It was a blind date, but he did have a mental image.  She’d sent him a poem about who she was.  Her history had been sad, but understandable, and that was a first step.  One always needed the beginning, because next came the middle part, and that might be quick or elongated, one never knew.  Then, if you were lucky, a meaningful ending.  He liked the endings when they crashed around.  They were eventually sad, although not always.

One thing he had learned early on was timing.  Which was funny since it was invisible and really only a thought.  No one knew how to capture it and since everyone was in the present, there really was no past or future.  He wondered why no one could figure out time.  It was so easy if you had the right point of view.

He woke up in her cool bed.  The sheets were satin and the pillows marble.  He was shivering and didn’t know where he was.  Outside he watched the sparrow feed a worm to a chick.  There was a battle being fought on the hillside and a castle was on fire: warmth was moving upward from his spine and working its way along his neck and past the back of his head and finally to the top, where it burned and fell down upon his ears.

Her greeting and kiss came back to him.  She was an overwhelming blind date and the memories of taking her to the liquor store began to rush over him.  They had packed a basket with sausage, apples, cheese, and at the store, they bought a bottle of red wine.

I didn’t think you would be like this, she said.  You know, neither did I, he replied.  What I was going to be was a real mystery to me, but here I am occupying this space and there you are.  They both smiled as they breathed in the exhaust from the internal combustion engines.

They spread a checkered cloth on the sidewalk and sat down.  Police cars passed and the friendly officers waved.  A bum came over and told his story.  He was a Duwamish who liked to whittle and drink.  He wasn’t sad.  They gave him ten bucks and he went into the store and came out with another bottle of wine.  It was better than the first and they complimented the Indian on his tastes.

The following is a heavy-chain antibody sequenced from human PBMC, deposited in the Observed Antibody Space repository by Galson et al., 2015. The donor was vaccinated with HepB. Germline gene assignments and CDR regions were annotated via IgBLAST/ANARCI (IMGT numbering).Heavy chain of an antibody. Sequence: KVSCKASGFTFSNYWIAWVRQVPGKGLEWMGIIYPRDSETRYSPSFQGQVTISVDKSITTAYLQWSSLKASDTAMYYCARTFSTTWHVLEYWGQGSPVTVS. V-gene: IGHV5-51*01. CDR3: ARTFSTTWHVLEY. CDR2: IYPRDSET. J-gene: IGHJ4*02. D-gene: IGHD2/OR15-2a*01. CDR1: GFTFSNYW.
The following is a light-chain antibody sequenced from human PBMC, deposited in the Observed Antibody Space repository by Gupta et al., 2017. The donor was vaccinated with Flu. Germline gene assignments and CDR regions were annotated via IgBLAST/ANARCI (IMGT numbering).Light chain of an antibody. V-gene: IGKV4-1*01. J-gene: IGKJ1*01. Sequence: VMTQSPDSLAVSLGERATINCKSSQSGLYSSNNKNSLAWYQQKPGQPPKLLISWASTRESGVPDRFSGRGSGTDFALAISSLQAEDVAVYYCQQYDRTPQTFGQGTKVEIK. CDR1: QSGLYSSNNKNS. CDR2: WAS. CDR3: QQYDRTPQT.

After the picnic they went back to her house and built radio crystals for a few hours.  He filled his eyes with her and then asked if he could use some of her parts in the crystals. She smiled and said yes, and he quickly lifted her up.  She wrapped her legs around his waist.  The deconstruction took place on the table top.  He drove a screwdriver into her heart.  Letters got stamped “Not At This Address,” calls went unanswered by the long, black lines, and he walked with his mind down a lonely path.

After he finished, he stretched out on her bed and slowly disintegrated.  It seemed as if a year passed in some other ecozone.  When he regained consciousness, he watched the castle burn on the hillside.  He wondered about the difference between the mind and the body and then he saw her plastic skin draped over a chair. He wanted to cry, but realized he couldn’t.  It just didn’t feel right.

Nothing mattered now.  He didn’t want to remember, but transmissions were coming and in a fit of panic he closed his eyes and dove beneath the surface of his mind.  He pushed his hands forward and then stroked back and went deeper until he reached a pure, comforting darkness and there across from him sat an old friend.  They sang a song about how only borrowed lungs could breathe below the waterline.  To become a god, one needed to remember that bit of truth.  Their voices made waves in the water.  The riddle compounded and turned everything into an infinite scratch and the grip of a million monkeys: his curious reality massed into the song and the tiny bubbles.

Harmony swirled with the unique color of an unseen order and he knew the ships were out there, making their way silently, and with purpose.